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The Strength of a Single Mother

May 14, 2006

Genesis 16:1-11, 15; 21:8-21

My wife, Clare, is having a most unusual Mother’s Day. Friday, she was multi-tasking and went out our front door, carrying many items in her hands. When she turned to lock the door, she lost her balance, took a step backwards, missed the step of our porch, and landed on the pavement. Clare reached back to break the fall with her left hand and fell on her arm, fracturing it above the wrist. She is in a cast, doing well; however, the responsibility for providing meals on Mother’s Day falls to me. I told her our options: an all-American menu, which includes something like peanut butter and banana sandwiches for lunch and hot dogs with sauerkraut for supper; or an international menu, which includes Chinese take-out for lunch and either delicious Italian pizza or Mexican take-out for supper. Please do not rush to our house with a macaroni and cheese casserole. We are doing just fine. I do want you to pray that Clare will not need surgery on this wrist.

Mother’s Day is not a happy, pleasant day for everyone. It will be hard for people who have recently lost their mother and for those who do not have fond memories of their mother. Some individuals have a very difficult time worshipping in church on Mother’s Day because the experience with their own mother was one of abuse or abandonment.

Our text for today is somewhat unusual for a Mother’s Day sermon. Normally, we might consider the great love chapter in I Corinthians 13 or that beautiful passage in Proverbs 31 that extols the many virtues of a woman who fears the Lord. Today, however, I have selected scripture from the book of Genesis in order to call attention to a special group of women, single mothers who have the responsibility of parenting alone. For whatever reason, these mothers must parent without a partner. Hardly any job in the world is more difficult than being a young mother, but rearing children without a partner is an especially difficult task.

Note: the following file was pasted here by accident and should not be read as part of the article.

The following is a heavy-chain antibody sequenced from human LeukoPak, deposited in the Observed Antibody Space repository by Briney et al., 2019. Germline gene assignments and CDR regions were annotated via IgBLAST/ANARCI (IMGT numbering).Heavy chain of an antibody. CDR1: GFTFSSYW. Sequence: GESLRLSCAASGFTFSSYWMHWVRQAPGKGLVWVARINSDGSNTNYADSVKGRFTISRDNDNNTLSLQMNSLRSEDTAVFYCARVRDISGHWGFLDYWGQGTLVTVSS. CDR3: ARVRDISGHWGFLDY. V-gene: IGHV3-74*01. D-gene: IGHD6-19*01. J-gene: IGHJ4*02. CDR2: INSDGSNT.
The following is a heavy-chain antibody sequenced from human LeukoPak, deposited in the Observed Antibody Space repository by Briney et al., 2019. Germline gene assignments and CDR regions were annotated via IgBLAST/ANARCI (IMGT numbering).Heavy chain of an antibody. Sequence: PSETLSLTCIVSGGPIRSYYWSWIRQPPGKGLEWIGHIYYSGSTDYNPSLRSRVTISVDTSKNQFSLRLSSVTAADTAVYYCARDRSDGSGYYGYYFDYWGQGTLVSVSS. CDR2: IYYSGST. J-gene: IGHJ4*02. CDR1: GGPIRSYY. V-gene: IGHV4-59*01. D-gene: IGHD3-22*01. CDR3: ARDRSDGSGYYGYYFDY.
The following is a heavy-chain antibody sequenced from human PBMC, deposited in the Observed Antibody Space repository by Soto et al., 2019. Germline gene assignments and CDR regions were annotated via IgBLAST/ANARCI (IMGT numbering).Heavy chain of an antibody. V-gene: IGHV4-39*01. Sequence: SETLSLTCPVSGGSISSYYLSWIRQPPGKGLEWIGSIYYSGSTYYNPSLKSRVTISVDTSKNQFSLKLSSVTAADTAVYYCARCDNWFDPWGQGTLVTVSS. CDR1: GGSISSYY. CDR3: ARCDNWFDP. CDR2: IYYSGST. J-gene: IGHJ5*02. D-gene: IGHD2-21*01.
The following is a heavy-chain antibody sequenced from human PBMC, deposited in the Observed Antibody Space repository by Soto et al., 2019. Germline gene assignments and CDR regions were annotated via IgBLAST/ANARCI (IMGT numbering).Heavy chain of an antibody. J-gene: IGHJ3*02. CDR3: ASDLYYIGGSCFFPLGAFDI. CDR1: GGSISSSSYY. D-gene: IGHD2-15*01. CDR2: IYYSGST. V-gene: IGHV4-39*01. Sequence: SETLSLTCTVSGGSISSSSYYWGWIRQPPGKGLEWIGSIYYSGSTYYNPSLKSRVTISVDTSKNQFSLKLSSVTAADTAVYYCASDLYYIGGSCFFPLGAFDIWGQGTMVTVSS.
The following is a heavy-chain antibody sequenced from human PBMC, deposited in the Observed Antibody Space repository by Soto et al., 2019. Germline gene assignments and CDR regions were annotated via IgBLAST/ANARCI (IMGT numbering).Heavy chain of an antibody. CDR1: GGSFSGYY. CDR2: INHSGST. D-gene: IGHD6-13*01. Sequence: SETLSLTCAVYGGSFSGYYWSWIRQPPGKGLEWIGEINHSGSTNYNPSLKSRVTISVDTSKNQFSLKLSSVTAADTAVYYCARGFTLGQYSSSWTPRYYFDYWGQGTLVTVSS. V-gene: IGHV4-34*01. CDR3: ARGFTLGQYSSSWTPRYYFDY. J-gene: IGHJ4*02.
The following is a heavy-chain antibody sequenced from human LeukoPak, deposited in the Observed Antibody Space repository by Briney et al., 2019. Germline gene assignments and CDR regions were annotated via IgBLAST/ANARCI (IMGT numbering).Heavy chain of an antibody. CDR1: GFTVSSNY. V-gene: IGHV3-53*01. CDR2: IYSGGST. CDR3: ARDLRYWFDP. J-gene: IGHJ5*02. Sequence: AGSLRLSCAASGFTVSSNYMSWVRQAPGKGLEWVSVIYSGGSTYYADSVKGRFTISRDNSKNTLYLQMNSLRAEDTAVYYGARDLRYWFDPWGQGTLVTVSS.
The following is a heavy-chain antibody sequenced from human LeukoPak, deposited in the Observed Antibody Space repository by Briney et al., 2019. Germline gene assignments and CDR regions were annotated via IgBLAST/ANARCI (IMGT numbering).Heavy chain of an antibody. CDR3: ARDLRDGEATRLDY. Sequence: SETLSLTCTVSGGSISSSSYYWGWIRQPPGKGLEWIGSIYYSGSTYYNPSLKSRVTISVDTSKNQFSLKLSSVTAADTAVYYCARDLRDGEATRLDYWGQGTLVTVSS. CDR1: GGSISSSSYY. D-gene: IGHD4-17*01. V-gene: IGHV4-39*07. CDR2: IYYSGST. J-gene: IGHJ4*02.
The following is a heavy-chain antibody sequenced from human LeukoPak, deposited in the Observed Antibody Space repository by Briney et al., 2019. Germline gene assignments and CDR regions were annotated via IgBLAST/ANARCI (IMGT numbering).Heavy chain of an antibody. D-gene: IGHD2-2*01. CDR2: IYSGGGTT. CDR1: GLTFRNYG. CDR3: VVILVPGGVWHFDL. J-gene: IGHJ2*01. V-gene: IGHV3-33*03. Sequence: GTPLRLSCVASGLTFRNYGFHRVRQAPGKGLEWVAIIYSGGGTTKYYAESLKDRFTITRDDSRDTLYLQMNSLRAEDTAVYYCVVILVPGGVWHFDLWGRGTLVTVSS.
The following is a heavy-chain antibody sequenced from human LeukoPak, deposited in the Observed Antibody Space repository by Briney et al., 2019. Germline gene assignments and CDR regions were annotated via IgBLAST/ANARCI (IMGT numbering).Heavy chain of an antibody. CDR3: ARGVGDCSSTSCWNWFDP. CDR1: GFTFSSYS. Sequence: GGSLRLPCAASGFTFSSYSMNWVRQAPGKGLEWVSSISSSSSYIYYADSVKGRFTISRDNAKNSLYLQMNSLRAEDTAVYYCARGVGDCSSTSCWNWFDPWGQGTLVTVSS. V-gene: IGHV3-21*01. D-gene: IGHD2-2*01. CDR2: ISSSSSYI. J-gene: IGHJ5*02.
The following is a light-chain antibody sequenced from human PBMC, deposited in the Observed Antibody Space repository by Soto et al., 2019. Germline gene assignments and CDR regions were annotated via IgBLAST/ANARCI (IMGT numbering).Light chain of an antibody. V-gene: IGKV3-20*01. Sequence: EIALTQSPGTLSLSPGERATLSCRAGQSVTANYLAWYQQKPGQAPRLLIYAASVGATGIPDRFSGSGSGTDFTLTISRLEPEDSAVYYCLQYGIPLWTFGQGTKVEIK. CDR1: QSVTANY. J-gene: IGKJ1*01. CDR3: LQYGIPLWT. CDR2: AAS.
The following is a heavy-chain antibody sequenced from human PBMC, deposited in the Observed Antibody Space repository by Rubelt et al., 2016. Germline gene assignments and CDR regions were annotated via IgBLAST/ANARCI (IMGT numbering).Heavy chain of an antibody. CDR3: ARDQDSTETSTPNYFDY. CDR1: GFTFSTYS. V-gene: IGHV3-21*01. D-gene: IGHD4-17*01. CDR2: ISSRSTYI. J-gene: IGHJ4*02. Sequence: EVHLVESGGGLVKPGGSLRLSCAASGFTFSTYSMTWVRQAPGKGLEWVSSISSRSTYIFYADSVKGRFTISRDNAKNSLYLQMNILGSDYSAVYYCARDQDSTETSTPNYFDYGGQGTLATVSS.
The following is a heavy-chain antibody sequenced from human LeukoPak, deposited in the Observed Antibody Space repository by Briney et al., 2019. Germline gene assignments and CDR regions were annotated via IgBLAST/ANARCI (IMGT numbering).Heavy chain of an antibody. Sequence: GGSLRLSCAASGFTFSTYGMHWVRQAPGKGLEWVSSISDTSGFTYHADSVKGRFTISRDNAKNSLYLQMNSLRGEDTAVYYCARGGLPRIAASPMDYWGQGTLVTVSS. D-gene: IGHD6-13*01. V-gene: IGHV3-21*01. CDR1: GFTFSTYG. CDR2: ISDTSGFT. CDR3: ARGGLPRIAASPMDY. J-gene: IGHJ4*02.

You might wonder why the Bible includes the story of Hagar. Her experience actually reminds us of the source of strength in single mothers. Perhaps you know of the contention between Hagar and Sarah, created because each woman had children by Abraham. We best remember Sarah’s child, Isaac, whom the people of Israel have venerated. People of the Jewish world trace their heritage through Isaac and his mother, Sarah. Abraham also had a child before Isaac, Ishmael, whom the people of the Islamic world have venerated. They trace their heritage through Ishmael and his mother, Hagar. The problem that existed in this family so long ago still has global implications in our day and time. Really, the ongoing conflict between the Jewish world and the Islamic world started as sibling rivalry so long ago.